Taylor Swift, folkie of the woods, is here.
The artist dropped her wonderfully stripped-back, bright yet smoldering eighth album Folklore at midnight on Friday (July 24), featuring a treasure trove of indie-folk flourishes courtesy of The National's Aaron Dessner, who co-wrote most of the album with Swift; his brother, Bryce, who handled some orchestration; and a slew of other notable collaborators, including Bon Iver's Justin Vernon and trusted pal Jack Antonoff.
But none of it would work if it wasn't for Swift herself, who's written some of the most affecting, drivingly narrative, and endearing songs of her catalog for Folklore, an album she ostensibly wrote and recorded in quarantine. That searing, crackling personality comes through in the lovely "Cardigan," a exploration of feeling new with someone despite what may come after the newness wears off.
That whimsy is on full display in the accompanying video, one that puts Swift front and center in an autumnal tale centered around a transportive piano.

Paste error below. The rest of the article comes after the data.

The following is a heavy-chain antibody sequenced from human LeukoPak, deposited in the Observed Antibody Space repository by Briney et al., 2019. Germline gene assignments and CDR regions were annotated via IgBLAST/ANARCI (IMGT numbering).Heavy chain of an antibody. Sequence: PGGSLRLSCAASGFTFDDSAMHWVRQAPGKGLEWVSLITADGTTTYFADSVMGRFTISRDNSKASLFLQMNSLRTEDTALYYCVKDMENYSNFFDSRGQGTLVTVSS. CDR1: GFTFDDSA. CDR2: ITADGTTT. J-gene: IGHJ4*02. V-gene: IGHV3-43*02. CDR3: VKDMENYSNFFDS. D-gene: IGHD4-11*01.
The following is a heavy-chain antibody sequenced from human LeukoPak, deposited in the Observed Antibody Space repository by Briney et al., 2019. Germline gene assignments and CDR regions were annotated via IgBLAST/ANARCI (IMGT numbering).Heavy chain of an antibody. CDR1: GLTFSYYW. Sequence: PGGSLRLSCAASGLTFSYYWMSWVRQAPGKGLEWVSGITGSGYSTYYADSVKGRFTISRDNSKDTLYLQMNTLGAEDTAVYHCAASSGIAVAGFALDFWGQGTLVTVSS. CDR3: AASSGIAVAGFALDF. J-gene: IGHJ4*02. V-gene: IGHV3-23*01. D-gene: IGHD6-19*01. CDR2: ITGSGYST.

Directed by Swift herself in quarantine (who also styled herself and did her own hair and makeup), the visual pulsates with the wooded, fantastical implications of Folklore's title, especially as she evokes both Peter Pan and Wendy in the lyrics. "And when I felt like I was an old cardigan / Under someone's bed / You put me on and said I was your favorite," she sings on the refrain, weathering both a bitter storm at sea and a tranquil, waterfall-laden scene amid vast greenery.
"In my isolation my imagination has run wild and this album is the result," she wrote in a note accompanying the album release, "a collection of songs and stories that flowed like a stream of consciousness."
You can see it all in the "Cardigan" video, which, as a slide at the end of it explains, was made in conjunction with on-set medics and COVID-19 compliance personnel to ensure the crew "[operated] under the strictest guidelines including wearing PPE, practicing thorough sanitization, and respecting social distancing during the video shoot."
It's that same energy that Dessner told Zane Lowe drove the creation of the album itself: "When [Swift] had an idea, it was kind of magic and came very quickly." The result, perhaps unsurprisingly, looks both intimate and stunningly complex, a vision dreamed up by Swift in isolation and executed with a stirring, dazzling attention to detail.
Check it out above.